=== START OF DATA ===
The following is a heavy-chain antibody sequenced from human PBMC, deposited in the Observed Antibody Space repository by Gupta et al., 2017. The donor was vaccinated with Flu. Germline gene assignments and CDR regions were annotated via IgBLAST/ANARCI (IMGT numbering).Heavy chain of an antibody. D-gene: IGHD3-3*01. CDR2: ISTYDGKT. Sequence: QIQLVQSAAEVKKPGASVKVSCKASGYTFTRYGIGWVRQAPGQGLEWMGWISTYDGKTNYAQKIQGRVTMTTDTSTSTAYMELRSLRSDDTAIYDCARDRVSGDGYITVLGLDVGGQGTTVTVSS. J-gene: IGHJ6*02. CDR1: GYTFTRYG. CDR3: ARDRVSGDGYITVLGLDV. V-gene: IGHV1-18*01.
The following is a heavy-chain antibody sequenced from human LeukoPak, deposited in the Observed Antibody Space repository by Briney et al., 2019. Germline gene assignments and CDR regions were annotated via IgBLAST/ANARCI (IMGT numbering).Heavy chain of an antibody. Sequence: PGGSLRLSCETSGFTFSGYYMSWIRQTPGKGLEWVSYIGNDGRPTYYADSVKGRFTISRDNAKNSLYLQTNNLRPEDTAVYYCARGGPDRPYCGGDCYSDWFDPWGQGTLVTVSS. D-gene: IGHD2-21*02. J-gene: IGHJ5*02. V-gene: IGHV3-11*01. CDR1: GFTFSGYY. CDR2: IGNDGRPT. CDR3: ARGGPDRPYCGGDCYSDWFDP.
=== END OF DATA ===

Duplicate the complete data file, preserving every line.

The following is a heavy-chain antibody sequenced from human PBMC, deposited in the Observed Antibody Space repository by Gupta et al., 2017. The donor was vaccinated with Flu. Germline gene assignments and CDR regions were annotated via IgBLAST/ANARCI (IMGT numbering).Heavy chain of an antibody. D-gene: IGHD3-3*01. CDR2: ISTYDGKT. Sequence: QIQLVQSAAEVKKPGASVKVSCKASGYTFTRYGIGWVRQAPGQGLEWMGWISTYDGKTNYAQKIQGRVTMTTDTSTSTAYMELRSLRSDDTAIYDCARDRVSGDGYITVLGLDVGGQGTTVTVSS. J-gene: IGHJ6*02. CDR1: GYTFTRYG. CDR3: ARDRVSGDGYITVLGLDV. V-gene: IGHV1-18*01.
The following is a heavy-chain antibody sequenced from human LeukoPak, deposited in the Observed Antibody Space repository by Briney et al., 2019. Germline gene assignments and CDR regions were annotated via IgBLAST/ANARCI (IMGT numbering).Heavy chain of an antibody. Sequence: PGGSLRLSCETSGFTFSGYYMSWIRQTPGKGLEWVSYIGNDGRPTYYADSVKGRFTISRDNAKNSLYLQTNNLRPEDTAVYYCARGGPDRPYCGGDCYSDWFDPWGQGTLVTVSS. D-gene: IGHD2-21*02. J-gene: IGHJ5*02. V-gene: IGHV3-11*01. CDR1: GFTFSGYY. CDR2: IGNDGRPT. CDR3: ARGGPDRPYCGGDCYSDWFDP.